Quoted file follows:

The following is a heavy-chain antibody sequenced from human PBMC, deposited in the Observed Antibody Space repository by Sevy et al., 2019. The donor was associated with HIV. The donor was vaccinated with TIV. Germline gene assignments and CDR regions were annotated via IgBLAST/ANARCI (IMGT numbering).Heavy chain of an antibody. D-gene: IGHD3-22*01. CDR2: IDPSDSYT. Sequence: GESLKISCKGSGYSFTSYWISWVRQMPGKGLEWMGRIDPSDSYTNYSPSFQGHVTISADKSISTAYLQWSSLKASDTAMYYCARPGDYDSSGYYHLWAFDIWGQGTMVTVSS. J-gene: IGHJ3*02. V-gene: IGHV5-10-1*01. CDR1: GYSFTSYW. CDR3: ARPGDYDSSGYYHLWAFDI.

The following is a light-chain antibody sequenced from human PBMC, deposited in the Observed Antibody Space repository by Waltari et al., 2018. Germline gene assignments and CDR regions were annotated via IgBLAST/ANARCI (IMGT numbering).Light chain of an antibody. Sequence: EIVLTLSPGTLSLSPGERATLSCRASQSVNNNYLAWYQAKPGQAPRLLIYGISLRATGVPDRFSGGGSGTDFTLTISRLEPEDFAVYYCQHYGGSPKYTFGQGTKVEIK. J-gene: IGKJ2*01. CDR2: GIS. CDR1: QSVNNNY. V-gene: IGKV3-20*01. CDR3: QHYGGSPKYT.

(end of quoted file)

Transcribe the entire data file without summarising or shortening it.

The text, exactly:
The following is a heavy-chain antibody sequenced from human PBMC, deposited in the Observed Antibody Space repository by Sevy et al., 2019. The donor was associated with HIV. The donor was vaccinated with TIV. Germline gene assignments and CDR regions were annotated via IgBLAST/ANARCI (IMGT numbering).Heavy chain of an antibody. D-gene: IGHD3-22*01. CDR2: IDPSDSYT. Sequence: GESLKISCKGSGYSFTSYWISWVRQMPGKGLEWMGRIDPSDSYTNYSPSFQGHVTISADKSISTAYLQWSSLKASDTAMYYCARPGDYDSSGYYHLWAFDIWGQGTMVTVSS. J-gene: IGHJ3*02. V-gene: IGHV5-10-1*01. CDR1: GYSFTSYW. CDR3: ARPGDYDSSGYYHLWAFDI.

The following is a light-chain antibody sequenced from human PBMC, deposited in the Observed Antibody Space repository by Waltari et al., 2018. Germline gene assignments and CDR regions were annotated via IgBLAST/ANARCI (IMGT numbering).Light chain of an antibody. Sequence: EIVLTLSPGTLSLSPGERATLSCRASQSVNNNYLAWYQAKPGQAPRLLIYGISLRATGVPDRFSGGGSGTDFTLTISRLEPEDFAVYYCQHYGGSPKYTFGQGTKVEIK. J-gene: IGKJ2*01. CDR2: GIS. CDR1: QSVNNNY. V-gene: IGKV3-20*01. CDR3: QHYGGSPKYT.